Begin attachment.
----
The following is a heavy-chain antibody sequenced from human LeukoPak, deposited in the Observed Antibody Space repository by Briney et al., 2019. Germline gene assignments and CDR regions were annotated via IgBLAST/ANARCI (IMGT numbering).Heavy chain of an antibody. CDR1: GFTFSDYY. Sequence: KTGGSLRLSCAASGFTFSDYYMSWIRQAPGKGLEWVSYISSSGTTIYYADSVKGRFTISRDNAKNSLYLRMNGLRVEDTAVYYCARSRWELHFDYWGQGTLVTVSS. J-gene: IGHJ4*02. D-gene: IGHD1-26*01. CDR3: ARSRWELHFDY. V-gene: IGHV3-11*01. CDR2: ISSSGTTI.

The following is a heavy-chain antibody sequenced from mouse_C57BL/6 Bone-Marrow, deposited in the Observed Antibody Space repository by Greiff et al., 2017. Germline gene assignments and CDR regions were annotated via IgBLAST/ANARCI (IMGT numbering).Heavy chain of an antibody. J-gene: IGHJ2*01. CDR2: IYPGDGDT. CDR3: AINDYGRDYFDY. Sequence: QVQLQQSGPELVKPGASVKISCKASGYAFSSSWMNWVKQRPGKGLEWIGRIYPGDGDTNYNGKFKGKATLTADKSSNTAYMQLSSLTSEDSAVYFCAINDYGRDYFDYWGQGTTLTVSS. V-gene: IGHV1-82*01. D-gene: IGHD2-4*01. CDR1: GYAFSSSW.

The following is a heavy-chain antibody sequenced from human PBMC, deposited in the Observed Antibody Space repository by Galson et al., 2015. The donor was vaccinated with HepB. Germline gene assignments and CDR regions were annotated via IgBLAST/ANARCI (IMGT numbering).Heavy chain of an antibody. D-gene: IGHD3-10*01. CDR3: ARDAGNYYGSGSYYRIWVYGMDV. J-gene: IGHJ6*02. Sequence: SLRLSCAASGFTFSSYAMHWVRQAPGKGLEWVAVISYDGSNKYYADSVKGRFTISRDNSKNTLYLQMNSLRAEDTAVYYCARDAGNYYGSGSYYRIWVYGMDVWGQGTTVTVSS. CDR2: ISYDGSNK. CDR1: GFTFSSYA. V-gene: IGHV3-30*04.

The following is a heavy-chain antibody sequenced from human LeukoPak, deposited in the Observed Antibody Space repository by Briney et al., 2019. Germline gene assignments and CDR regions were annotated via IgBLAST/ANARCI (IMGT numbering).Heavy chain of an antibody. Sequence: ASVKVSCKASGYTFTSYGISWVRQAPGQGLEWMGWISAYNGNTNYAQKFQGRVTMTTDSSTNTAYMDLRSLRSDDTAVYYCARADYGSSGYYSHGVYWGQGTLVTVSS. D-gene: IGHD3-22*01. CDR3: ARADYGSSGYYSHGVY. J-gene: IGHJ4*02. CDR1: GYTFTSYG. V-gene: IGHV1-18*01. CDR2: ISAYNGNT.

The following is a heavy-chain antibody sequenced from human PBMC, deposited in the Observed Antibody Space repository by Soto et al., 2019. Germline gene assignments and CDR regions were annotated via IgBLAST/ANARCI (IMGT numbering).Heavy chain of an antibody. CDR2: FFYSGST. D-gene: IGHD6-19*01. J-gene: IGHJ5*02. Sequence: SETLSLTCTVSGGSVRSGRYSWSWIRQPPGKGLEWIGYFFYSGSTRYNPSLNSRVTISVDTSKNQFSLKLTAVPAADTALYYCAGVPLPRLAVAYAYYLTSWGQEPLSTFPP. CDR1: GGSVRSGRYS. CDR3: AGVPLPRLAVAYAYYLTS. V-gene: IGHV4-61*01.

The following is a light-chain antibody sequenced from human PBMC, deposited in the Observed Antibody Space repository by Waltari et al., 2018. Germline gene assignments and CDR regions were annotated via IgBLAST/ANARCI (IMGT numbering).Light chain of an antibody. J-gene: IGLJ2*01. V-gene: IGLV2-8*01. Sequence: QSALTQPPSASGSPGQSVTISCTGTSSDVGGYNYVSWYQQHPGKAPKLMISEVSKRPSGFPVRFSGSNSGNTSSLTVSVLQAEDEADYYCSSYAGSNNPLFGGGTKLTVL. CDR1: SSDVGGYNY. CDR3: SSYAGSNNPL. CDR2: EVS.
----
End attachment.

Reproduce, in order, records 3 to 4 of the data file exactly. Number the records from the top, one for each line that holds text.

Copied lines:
The following is a heavy-chain antibody sequenced from human PBMC, deposited in the Observed Antibody Space repository by Galson et al., 2015. The donor was vaccinated with HepB. Germline gene assignments and CDR regions were annotated via IgBLAST/ANARCI (IMGT numbering).Heavy chain of an antibody. D-gene: IGHD3-10*01. CDR3: ARDAGNYYGSGSYYRIWVYGMDV. J-gene: IGHJ6*02. Sequence: SLRLSCAASGFTFSSYAMHWVRQAPGKGLEWVAVISYDGSNKYYADSVKGRFTISRDNSKNTLYLQMNSLRAEDTAVYYCARDAGNYYGSGSYYRIWVYGMDVWGQGTTVTVSS. CDR2: ISYDGSNK. CDR1: GFTFSSYA. V-gene: IGHV3-30*04.

The following is a heavy-chain antibody sequenced from human LeukoPak, deposited in the Observed Antibody Space repository by Briney et al., 2019. Germline gene assignments and CDR regions were annotated via IgBLAST/ANARCI (IMGT numbering).Heavy chain of an antibody. Sequence: ASVKVSCKASGYTFTSYGISWVRQAPGQGLEWMGWISAYNGNTNYAQKFQGRVTMTTDSSTNTAYMDLRSLRSDDTAVYYCARADYGSSGYYSHGVYWGQGTLVTVSS. D-gene: IGHD3-22*01. CDR3: ARADYGSSGYYSHGVY. J-gene: IGHJ4*02. CDR1: GYTFTSYG. V-gene: IGHV1-18*01. CDR2: ISAYNGNT.